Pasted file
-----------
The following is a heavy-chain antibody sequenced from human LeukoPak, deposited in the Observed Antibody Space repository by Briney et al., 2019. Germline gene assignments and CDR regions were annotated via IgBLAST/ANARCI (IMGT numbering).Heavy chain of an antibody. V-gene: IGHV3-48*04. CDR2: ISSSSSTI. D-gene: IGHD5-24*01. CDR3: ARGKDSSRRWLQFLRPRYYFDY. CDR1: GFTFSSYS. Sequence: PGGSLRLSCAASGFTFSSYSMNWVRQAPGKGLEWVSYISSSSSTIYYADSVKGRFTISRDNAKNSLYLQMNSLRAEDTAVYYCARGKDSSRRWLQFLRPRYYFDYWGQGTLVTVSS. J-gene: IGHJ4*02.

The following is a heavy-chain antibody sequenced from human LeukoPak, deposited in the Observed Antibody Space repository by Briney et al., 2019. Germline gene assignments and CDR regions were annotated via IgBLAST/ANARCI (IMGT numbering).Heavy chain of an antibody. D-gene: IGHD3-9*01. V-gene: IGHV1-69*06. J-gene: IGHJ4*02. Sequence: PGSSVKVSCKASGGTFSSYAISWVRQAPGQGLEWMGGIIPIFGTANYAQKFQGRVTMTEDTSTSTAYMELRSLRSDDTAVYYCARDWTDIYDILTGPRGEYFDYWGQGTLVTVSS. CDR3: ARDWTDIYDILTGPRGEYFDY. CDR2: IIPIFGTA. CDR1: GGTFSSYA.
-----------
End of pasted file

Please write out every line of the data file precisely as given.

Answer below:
The following is a heavy-chain antibody sequenced from human LeukoPak, deposited in the Observed Antibody Space repository by Briney et al., 2019. Germline gene assignments and CDR regions were annotated via IgBLAST/ANARCI (IMGT numbering).Heavy chain of an antibody. V-gene: IGHV3-48*04. CDR2: ISSSSSTI. D-gene: IGHD5-24*01. CDR3: ARGKDSSRRWLQFLRPRYYFDY. CDR1: GFTFSSYS. Sequence: PGGSLRLSCAASGFTFSSYSMNWVRQAPGKGLEWVSYISSSSSTIYYADSVKGRFTISRDNAKNSLYLQMNSLRAEDTAVYYCARGKDSSRRWLQFLRPRYYFDYWGQGTLVTVSS. J-gene: IGHJ4*02.

The following is a heavy-chain antibody sequenced from human LeukoPak, deposited in the Observed Antibody Space repository by Briney et al., 2019. Germline gene assignments and CDR regions were annotated via IgBLAST/ANARCI (IMGT numbering).Heavy chain of an antibody. D-gene: IGHD3-9*01. V-gene: IGHV1-69*06. J-gene: IGHJ4*02. Sequence: PGSSVKVSCKASGGTFSSYAISWVRQAPGQGLEWMGGIIPIFGTANYAQKFQGRVTMTEDTSTSTAYMELRSLRSDDTAVYYCARDWTDIYDILTGPRGEYFDYWGQGTLVTVSS. CDR3: ARDWTDIYDILTGPRGEYFDY. CDR2: IIPIFGTA. CDR1: GGTFSSYA.